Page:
This text is in perfect harmony with the words of Jesus. “God is a Spirit, and they that worship him must worship him in spirit and in truth.” The whole epistle to the Hebrews was addressed to “Holy brethren, partakers of the heavenly calling,” and the whole theme of the inspired writer was to show the distinction between the legal dispensation of, carnal ordinances and its worldly sanctuary, and the dispensation of the gospel, and that the law was not of faith; its provisions were, the man that doeth the things enjoined by the law should live by them. But the righteousness which is by faith. speaketh on this wise, “Say not in thy heart, Who shall ascend into heaven? that is, to bring Christ down from above; or, Who shall descend into the deep? that is, to bring Christ up from the dead,” &c. Although under the old covenant of works, much was to be done of manuel labor as a sort of means of temporal prosperity, yet under the gospel no means are to be used to bring Christ down, or to bring him up, for with the heart man believeth unto righteousness, and with, the mouth confession is made unto salvation. Now seeing that it is with the heart man believeth, we ask, is it with his old heart of stone, his unregenerate heart, that man believeth unto righteousness, or is it with his new heart and new spirit which God has promised to give his people? “He that cometh unto God.” Does the unregenerate or the regenerated man come to God believing that he is, and that he is the rewarder of them that diligently seek him? If, as brother S. contends, it is the unregenerate man preparatory to his regeneration, let us not forget that “No man cometh to the Father but by me.” Hence, if an unregenerate sinner comes to God it must be by Christ as the only medium of access, for he is the only way. And if a sinner can have faith, and can come to Cod through Christ, without regeneration, to qualify him to see the kingdom of God, what need is there for regeneration?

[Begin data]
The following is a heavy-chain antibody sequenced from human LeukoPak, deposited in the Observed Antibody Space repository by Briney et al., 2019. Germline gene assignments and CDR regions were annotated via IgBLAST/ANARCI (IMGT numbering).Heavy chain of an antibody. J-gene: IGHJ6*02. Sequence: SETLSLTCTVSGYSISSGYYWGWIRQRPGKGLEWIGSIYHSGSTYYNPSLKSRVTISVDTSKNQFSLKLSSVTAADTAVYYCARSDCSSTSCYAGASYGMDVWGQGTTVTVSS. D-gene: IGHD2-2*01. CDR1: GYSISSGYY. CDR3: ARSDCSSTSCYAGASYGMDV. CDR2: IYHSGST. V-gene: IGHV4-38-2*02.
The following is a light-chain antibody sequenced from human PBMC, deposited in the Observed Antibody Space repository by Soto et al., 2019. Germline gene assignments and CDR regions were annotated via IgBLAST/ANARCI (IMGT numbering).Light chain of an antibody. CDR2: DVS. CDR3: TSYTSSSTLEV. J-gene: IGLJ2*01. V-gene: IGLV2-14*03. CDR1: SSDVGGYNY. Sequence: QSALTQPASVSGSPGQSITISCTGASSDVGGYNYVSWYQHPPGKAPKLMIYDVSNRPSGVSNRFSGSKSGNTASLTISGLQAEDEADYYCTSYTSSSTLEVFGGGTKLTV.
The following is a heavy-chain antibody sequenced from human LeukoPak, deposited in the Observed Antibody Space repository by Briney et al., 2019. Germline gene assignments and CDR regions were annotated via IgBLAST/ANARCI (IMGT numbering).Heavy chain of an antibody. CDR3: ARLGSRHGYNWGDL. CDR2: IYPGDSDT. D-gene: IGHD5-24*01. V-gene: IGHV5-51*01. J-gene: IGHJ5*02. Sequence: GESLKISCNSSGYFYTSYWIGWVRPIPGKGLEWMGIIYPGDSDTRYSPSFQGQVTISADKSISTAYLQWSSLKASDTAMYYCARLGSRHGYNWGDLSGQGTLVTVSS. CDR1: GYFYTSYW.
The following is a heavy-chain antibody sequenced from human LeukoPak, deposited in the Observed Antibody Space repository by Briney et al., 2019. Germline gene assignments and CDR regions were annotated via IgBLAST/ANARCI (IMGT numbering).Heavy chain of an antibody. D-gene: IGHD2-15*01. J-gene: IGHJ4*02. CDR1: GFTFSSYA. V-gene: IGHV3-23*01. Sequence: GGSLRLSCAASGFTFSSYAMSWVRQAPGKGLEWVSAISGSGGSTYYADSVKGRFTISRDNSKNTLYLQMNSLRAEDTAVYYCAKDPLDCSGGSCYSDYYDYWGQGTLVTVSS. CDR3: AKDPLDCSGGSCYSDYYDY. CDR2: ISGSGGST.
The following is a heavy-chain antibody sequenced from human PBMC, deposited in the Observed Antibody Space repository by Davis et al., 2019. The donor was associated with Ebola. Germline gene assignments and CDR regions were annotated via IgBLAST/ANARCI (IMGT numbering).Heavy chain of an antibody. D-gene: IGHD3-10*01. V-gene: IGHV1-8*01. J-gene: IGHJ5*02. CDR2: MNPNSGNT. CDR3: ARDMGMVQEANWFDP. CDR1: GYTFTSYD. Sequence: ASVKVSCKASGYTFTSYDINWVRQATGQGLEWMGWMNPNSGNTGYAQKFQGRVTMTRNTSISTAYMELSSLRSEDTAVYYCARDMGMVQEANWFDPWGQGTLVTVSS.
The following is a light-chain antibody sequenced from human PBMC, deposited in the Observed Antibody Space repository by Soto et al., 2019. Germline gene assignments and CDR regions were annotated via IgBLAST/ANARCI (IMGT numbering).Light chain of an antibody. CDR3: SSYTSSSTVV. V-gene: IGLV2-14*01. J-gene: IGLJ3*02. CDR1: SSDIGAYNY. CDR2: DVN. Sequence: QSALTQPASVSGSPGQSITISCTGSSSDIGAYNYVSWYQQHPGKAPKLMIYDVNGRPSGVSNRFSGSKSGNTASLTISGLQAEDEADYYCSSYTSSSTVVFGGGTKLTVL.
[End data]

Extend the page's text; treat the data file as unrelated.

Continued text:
We call on brother Sperry to turn to Hebrews xi. 6, and read his text, and with its whole connection, and then say if he himself believes soberly that unregenerate men can possess that faith which is. the substance of things hoped for, the evidence of things not seen; by which the elders obtained a good report, and through which we understand the worlds were made by the word of God, &c. The allusion made to Paul’s being sent to some places, and not suffered to go to others, shows he was subject to the government of the Spirit, and not that the Spirit was, through some magic power of means, governed by Paul. He was truly sent to places where God had much people, but he was not sent among them to use means for their regeneration. Philip was not sent to quicken and regenerate the eunuch; that work was performed by the Holy Ghost, and Philip was sent to preach Christ to him, and to baptize him. “Feed my sheep,” “Feed my lambs.” Feed the flock of God, is the commission; but the ministers of Christ are no where directed to make sheep, or to use means for increasing the flock of God.